How The Internet Has Changed The Face Of The Aesthetics Industry

When I rang Dr Daniel Lanzer on a Friday afternoon, I expected to have a quick chat about how he reached 1M followers on Tik Tok. Instead, I found a bigger story.

“Twenty years ago, when I got a fantastic result, it was depressing.”

Dr Daniel Lanzer via drlanzer.com.au

These are the words of Dr Daniel Lanzer. It was an odd sentence to leave his mouth. A world-class surgeon, feeling blue about the work millions have come to revere thanks to the power of the internet.

“It was between me, the patient and those four walls. I would see something great, and there was no way I could share it. No one knew I could do this,” Dr Lanzer said.

Today, his work is shared with over one million people on TikTok, and the face of the aesthetics industry has never been the same (pardon the pun). It’s not just Dr Lanzer, who has seen this type of success on the social media platform. A handful of other surgeons, dermatologists and doctors have experienced view counts that soar to staggering heights. Let’s say, if those numbers were translated into dollars, they would be set for life, three times over.

But why do people want to look at this type of content? With the videos of cats, dancing girls and everything in between, what makes the bruising, swelling and the sometimes toe-curling world of plastics so compelling to the masses?

Dr Lanzer thinks it’s a combination of things. The world of plastic surgery has changed from 20 years ago. He says it was all about the fake boobs and startled look. Now, the desired aesthetic is more nuanced.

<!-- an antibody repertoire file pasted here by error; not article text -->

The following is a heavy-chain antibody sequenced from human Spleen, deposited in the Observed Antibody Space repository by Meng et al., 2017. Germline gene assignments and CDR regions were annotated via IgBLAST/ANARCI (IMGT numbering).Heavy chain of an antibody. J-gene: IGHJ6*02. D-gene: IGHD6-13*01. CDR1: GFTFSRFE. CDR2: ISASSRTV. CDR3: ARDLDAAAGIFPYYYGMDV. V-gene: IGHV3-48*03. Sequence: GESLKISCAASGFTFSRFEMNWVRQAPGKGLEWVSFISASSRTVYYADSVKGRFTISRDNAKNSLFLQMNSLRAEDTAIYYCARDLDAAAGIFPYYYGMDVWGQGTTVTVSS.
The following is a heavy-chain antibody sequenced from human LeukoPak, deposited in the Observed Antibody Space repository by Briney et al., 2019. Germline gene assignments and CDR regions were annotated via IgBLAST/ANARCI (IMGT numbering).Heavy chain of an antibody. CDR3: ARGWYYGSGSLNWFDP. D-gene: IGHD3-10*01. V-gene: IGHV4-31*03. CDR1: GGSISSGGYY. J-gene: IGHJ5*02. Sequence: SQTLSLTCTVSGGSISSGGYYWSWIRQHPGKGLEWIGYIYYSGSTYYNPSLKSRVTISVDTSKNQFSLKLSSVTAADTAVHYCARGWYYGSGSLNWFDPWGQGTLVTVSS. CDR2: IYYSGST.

“I think we understand aesthetics and what people are looking for. We are talking about ordinary people who just want a better shape, curve and flow,” he said.

A word that comes up a lot these days when talking about aesthetics is subtle. Dr Lanzer says it’s both the biggest request and critique of his work. But that’s how you know you’re doing your job right, he infers.

He specialised in liposuction and pioneered Lipo 360, a technique that looks at the body as a whole rather than a targeted area like the stomach. It creates the contoured look that people want, and for that reason, he has taught his methods to five other surgeons across the globe. Another element of the industry made possible thanks to technology.

“Each procedure, we have worked out a way to make it a dot safer, a dot quicker, and a dot more natural. Even though it’s not like a whole new operation, subtlety makes a huge difference and the public pick that up,” he adds.

When it comes down to the nitty-gritty of reaching 1 million followers on Tik Tok, a platform Dr Lanzer never thought he’d get famous on, success lies in two things; content and talent.

Dr Lanzer or any surgeon in the industry holds the key to the somewhat locked door that is plastic surgery. The public gets a front-row seat at the initial consultation to the final result. A six-month journey neatly packaged up in a 60-second video. It’s satisfying for all that are involved.

“We’re fortunate that we have so many interesting things that people don’t normally get to see,” Dr Lanzer said.

The talent element comes in the form of his daughter, Mary, who he says can take the most basic content and make it look exciting. It has taken the pair roughly five months to reach 1M followers, but they were equally as stoked when 100 people were watching.

“I carry on about digital, but you know how much I suffered before the digital camera. Back 20 years ago, when someone had a procedure, I had to take a photo, send it off to the chemist to get developed. It was a negative placed onto the slide that we projected onto the wall. This took six weeks to two months.”

“Now, I take a photo, and it’s immediately uploaded to a program. I can pull it up on my phone within seconds and can practice from all over the world,” Dr Lanzer said.

So what is his response to a fantastic result now, you may ask? That’s still between himself, the patient and the four walls, but he also has the option to share it with one million other people too.

“It’s a good feeling,” he finishes.

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